Bivalent Logic, by Cliff Hays - 4 Stars
I had this wonderful idea for an app that would use bivalent logic to evaluate and flag fake news.
Although bivalent or “missing middle” logic was invented by Aristotle (384 – 322 BC) in Organon (see the square of oppositions) and can be thought of as the basis for the microchip, where an electrical impulse can follow a circuit through different paths such as AND, IF (if and only if), OR or NOT gates (since replaced by the concept of negation as failure and yet to be replaced by quantum superposition), the main attraction for this purpose, the evaluation of text, is that it converts directly to binary code. Wa-hey! Low hanging fruit. Digital evaluation can produce a quantified output, which can then generate a probability of (for example) bias, hoax or even a fake review, without being clouded by the interpretation of the observer.
This is how bias can be revealed in text:
Fake claims can be identified by frequency of first tier unproven statements and instances of the reinforcement of first tier claims citing second tier unproven statements as factual. A fake review can be identified by an over-use of superlatives and low proportion of negative criticism.
Something either is or it isn’t; 0 or 1, so every statement has one of two possible truth values, true (1) or the negative of truth (0). Almost nothing non-mathematical can be proven to be true so the benchmark for this has to be what the accepted literature takes as “proven” to the current extent of our knowledge at this time. UFOs, for example, are proven – anything positioned in the air that you can’t quite identify. Aliens are not, so claiming a UFO = 1 but claiming it is therefore alien = 0. It cannot be both true and false, so that’s a bad mark for the trustworthiness of the text (unless it becomes the accepted reality later, when the literature catches up).
Statement: We build. Non-statement: Should we build? Opinion: We should not build. Command: Build! The truth value is assigned based on whether it happened or not, i.e. did we build (1) or not(0)? The assessment of whether something is a statement or a non-statement is important.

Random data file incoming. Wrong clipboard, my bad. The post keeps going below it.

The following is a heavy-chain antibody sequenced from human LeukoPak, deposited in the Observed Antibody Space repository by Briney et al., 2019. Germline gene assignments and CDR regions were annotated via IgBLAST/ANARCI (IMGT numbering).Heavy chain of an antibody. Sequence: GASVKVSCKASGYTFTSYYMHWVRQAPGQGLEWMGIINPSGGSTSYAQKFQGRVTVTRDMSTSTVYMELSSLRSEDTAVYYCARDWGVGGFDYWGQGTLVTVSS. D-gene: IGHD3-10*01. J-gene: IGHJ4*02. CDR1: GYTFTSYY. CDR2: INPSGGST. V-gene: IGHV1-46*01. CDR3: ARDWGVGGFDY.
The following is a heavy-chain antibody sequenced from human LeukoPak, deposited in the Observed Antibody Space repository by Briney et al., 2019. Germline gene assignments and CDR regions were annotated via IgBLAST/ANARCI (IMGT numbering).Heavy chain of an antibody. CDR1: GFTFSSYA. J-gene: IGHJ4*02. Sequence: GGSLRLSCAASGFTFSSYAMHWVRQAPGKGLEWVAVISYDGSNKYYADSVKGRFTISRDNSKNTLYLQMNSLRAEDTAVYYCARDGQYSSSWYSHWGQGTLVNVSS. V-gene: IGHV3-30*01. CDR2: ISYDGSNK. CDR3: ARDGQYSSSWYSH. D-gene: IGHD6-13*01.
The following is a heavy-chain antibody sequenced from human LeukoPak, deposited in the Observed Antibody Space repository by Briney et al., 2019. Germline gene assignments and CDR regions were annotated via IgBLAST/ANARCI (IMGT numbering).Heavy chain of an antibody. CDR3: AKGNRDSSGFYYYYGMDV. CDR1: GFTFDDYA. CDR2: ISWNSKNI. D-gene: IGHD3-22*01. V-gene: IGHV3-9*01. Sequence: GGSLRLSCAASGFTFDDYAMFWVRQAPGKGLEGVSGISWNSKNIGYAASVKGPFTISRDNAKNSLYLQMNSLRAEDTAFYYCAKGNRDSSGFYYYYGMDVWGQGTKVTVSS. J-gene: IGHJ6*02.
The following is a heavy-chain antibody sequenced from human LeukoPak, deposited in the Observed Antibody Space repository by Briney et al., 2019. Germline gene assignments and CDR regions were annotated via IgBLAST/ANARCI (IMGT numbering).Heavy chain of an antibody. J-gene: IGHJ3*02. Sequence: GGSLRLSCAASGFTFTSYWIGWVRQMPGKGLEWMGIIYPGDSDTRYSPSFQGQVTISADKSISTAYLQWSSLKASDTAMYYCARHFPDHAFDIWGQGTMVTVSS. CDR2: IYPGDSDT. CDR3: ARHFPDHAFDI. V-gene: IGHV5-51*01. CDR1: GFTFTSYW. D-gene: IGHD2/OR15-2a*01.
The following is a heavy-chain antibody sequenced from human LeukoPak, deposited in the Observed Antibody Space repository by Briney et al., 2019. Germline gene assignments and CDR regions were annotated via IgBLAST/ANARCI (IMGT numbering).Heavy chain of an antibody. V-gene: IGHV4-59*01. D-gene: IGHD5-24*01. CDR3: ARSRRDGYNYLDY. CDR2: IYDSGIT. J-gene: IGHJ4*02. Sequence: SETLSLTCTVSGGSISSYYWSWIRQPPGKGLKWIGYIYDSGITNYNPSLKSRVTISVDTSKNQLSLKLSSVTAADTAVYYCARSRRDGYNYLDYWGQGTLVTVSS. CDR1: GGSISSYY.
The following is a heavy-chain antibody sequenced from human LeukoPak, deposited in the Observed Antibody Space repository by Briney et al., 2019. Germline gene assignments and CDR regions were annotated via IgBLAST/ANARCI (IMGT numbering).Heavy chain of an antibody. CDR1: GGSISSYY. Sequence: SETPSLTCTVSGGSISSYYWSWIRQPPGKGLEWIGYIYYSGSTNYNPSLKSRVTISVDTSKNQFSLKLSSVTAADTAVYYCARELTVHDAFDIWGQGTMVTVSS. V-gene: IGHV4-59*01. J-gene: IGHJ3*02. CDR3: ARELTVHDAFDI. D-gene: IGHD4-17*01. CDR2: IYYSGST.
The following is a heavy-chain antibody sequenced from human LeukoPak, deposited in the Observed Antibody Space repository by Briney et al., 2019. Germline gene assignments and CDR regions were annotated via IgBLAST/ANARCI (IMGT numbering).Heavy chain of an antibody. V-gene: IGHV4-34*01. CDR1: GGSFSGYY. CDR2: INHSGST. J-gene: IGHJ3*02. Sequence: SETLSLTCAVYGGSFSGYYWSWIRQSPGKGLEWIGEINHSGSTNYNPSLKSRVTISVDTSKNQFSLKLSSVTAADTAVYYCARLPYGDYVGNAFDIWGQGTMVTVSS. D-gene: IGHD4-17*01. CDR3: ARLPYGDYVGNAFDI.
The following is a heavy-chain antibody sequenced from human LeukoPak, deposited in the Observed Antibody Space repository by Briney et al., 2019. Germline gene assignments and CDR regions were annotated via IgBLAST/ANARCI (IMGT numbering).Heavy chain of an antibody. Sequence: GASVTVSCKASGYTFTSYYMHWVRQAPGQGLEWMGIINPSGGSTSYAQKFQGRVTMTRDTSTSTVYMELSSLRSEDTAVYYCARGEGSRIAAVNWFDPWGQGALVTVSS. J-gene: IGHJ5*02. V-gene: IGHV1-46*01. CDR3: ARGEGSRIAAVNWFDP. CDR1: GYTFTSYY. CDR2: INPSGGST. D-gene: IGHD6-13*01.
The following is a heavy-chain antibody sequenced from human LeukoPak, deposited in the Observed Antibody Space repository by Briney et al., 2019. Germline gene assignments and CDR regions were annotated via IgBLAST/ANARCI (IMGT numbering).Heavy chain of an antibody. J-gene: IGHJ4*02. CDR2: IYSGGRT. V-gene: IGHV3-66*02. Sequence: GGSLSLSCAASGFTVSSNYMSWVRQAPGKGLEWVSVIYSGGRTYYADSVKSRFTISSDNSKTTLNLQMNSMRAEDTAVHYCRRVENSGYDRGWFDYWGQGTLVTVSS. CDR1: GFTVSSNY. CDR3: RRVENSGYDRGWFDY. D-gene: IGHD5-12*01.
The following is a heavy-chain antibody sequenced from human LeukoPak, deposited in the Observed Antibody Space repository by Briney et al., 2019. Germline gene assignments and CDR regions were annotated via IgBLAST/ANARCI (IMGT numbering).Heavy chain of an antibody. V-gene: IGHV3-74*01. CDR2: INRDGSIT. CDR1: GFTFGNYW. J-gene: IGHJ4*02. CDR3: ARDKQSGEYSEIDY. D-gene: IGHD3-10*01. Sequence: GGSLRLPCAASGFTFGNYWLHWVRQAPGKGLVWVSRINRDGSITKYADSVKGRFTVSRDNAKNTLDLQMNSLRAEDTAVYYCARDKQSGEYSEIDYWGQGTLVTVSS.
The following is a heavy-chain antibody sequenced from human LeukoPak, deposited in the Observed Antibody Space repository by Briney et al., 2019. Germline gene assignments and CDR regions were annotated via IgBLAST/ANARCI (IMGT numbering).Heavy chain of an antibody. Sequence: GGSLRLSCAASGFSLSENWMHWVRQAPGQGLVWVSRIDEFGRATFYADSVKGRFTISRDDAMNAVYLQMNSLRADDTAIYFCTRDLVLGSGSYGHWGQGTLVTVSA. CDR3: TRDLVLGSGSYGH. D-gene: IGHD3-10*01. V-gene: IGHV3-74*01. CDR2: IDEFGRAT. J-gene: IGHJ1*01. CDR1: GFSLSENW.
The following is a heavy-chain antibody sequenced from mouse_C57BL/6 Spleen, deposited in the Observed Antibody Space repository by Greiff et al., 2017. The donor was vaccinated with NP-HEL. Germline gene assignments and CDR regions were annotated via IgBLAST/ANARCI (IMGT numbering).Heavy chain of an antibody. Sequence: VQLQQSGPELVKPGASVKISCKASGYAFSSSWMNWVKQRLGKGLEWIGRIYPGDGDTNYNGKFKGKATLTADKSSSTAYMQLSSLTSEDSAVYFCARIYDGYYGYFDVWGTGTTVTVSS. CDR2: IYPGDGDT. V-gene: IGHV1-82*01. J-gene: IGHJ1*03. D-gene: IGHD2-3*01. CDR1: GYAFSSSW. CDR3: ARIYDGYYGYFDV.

(With non-contradiction) that leaves seven sets of binary truth values shown as digits:
A (it is) = T, T, F, F = 1100
B = T, F, T, F = 1010
¬A (it is not) = F, F, T, T – 0111
¬B = F, T, F, T = 0101
A ∧¬A = T, T, T, T = 0000
AV¬A (it is or it is not) = T, T, T, T = 1111
A∧B – T, F, F, F = 1000
To give you an idea without the numbers, lots of praise in a review and hardly any destructive questioning would leave a tally like 19 x F, 1 x T = 95% chance it has been written by a friend of the author. A high proportion of unfactual or unsubstantiated statements in an article would leave a similar trail, question mark count, for a fake or biased news report. A significant count of rubbishing the alternative would also flag as propaganda. This would initially need a human assessor until we can connect a database or encyclopaedia to match claims against. Results for tabloid newspaper editorials or scores for the reliability of individual journalists would be very revealing.
The app could be expanded to spot ideological leanings or favouritism being expressed by the writer for one nation or race over another. To clarify, using a particular word would not generate a result, e.g. “the foundation studied communism/fascism/racism for years”, but when the subject has been frequently referred to in conjunction with words such as “like”, “love” or saying the subject is “the best system” or “obviously correct” those would be identified, as would denigrating or stigmatising words against the subject’s diametric opposition. The only way a propaganda writer could avoid having their article flagged as propaganda and themselves as biased would be to take out the favouritism and stick to selective recounting of the facts, which would be a big improvement.
How should I rate this book? In mathematics, the result is either perfectly correct or it isn’t and in bivalence it is or it is not, so this book is either correct or it isn’t and I could give it 5 stars but that would be a world gone topsy turvy when there’s an unnecessary “of” in the Descartes section toward the end and also I’m a subjective human reviewer rather than a robot, so I’ve unilaterally deducted a star from this book because it gave me a headache. Clearly, I’m not bivalent. Byte me.